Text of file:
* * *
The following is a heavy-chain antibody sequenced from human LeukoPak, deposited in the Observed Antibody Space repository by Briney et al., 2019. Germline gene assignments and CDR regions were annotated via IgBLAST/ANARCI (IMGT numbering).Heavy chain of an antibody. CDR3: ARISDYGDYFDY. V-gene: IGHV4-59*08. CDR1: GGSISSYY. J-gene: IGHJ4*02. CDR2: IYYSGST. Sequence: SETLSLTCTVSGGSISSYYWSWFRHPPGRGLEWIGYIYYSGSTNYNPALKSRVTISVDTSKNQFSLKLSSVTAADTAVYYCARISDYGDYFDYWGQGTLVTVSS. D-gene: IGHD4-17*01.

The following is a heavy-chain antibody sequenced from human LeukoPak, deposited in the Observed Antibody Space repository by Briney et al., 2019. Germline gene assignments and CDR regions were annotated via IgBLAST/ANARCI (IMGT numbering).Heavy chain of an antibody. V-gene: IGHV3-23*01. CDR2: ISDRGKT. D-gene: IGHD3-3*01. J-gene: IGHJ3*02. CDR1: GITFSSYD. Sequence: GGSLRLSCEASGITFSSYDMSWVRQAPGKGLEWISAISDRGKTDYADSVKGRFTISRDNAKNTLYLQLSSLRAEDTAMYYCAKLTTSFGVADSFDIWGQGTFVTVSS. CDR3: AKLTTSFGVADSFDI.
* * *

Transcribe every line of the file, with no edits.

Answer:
The following is a heavy-chain antibody sequenced from human LeukoPak, deposited in the Observed Antibody Space repository by Briney et al., 2019. Germline gene assignments and CDR regions were annotated via IgBLAST/ANARCI (IMGT numbering).Heavy chain of an antibody. CDR3: ARISDYGDYFDY. V-gene: IGHV4-59*08. CDR1: GGSISSYY. J-gene: IGHJ4*02. CDR2: IYYSGST. Sequence: SETLSLTCTVSGGSISSYYWSWFRHPPGRGLEWIGYIYYSGSTNYNPALKSRVTISVDTSKNQFSLKLSSVTAADTAVYYCARISDYGDYFDYWGQGTLVTVSS. D-gene: IGHD4-17*01.

The following is a heavy-chain antibody sequenced from human LeukoPak, deposited in the Observed Antibody Space repository by Briney et al., 2019. Germline gene assignments and CDR regions were annotated via IgBLAST/ANARCI (IMGT numbering).Heavy chain of an antibody. V-gene: IGHV3-23*01. CDR2: ISDRGKT. D-gene: IGHD3-3*01. J-gene: IGHJ3*02. CDR1: GITFSSYD. Sequence: GGSLRLSCEASGITFSSYDMSWVRQAPGKGLEWISAISDRGKTDYADSVKGRFTISRDNAKNTLYLQLSSLRAEDTAMYYCAKLTTSFGVADSFDIWGQGTFVTVSS. CDR3: AKLTTSFGVADSFDI.